Ann Arbor’s water pollution issues


The city of Ann Arbor has a long and complicated history of water contamination, leading to the ongoing concern from Ann Arbor residents about the health and environmental threats water pollution poses to cities. 

Recent cases of sewage spills have led to discussions over what actions the city, state and federal government should take to address the problem. There have been four cases of sewage overflows in Ann Arbor in 2021, two of which were caused by a contractor’s sewer-relining efforts

As a result of the overflows, a total of over 10,000 gallons of sewage were released onto Main Street in February and reached Allen Creek, which connects to the Huron River. Other cases transpired within Nichols Arboretum due to root ball blockages — occurring when tree roots pierce a sewer pipe and grow within it. 1,100 gallons of water were released to the ground surface. In both cases, the sewage was treated with lime to counteract the bacteria and no sewage reached the nearby Huron River or any other waterway.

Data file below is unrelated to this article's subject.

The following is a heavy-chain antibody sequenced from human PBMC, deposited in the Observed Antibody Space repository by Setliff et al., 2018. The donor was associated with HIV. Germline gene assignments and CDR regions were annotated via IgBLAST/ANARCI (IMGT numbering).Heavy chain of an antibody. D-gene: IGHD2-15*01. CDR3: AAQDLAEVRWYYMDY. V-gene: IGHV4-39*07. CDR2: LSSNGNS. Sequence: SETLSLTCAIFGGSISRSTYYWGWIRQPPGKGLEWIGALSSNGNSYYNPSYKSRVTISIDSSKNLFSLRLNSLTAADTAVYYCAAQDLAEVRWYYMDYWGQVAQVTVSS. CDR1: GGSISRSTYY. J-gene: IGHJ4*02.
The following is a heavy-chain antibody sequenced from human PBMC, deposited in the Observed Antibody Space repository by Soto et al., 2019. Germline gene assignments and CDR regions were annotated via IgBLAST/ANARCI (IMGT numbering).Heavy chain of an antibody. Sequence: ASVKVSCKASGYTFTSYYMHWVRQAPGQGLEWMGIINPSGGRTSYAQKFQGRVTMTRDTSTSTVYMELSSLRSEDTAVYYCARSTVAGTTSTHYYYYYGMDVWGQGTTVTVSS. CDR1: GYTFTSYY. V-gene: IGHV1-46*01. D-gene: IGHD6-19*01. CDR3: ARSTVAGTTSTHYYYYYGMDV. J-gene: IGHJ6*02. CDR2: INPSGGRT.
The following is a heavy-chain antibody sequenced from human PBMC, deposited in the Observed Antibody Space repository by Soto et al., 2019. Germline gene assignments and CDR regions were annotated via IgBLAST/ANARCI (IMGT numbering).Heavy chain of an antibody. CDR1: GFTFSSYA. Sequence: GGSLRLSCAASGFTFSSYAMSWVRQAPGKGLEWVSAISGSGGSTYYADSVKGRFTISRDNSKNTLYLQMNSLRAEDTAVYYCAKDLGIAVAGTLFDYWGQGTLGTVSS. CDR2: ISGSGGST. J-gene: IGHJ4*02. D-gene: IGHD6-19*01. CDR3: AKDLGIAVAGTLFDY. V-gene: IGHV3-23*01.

In an interview with The Michigan Daily, City Councilmember Kathy Griswold, D-Ward 2, stressed the need to fund and regularly test and repair Ann Arbor’s infrastructure to prevent pollution cases like this from occurring.

“You have to fund infrastructure to maintain it, and I would say that for the last two decades, the city has underfunded infrastructure,” Griswold said. “It’s not just funding but it’s (also) having a focus on operational issues.”



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